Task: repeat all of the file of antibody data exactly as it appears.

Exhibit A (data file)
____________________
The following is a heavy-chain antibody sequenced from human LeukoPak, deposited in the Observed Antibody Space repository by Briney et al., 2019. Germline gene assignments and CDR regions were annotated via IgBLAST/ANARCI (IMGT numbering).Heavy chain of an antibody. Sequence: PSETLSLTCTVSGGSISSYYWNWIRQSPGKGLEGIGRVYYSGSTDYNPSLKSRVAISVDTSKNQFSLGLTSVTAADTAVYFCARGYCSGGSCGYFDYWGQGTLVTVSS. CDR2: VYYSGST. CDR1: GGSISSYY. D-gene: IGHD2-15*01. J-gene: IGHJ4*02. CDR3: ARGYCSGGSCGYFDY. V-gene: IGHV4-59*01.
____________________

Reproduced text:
The following is a heavy-chain antibody sequenced from human LeukoPak, deposited in the Observed Antibody Space repository by Briney et al., 2019. Germline gene assignments and CDR regions were annotated via IgBLAST/ANARCI (IMGT numbering).Heavy chain of an antibody. Sequence: PSETLSLTCTVSGGSISSYYWNWIRQSPGKGLEGIGRVYYSGSTDYNPSLKSRVAISVDTSKNQFSLGLTSVTAADTAVYFCARGYCSGGSCGYFDYWGQGTLVTVSS. CDR2: VYYSGST. CDR1: GGSISSYY. D-gene: IGHD2-15*01. J-gene: IGHJ4*02. CDR3: ARGYCSGGSCGYFDY. V-gene: IGHV4-59*01.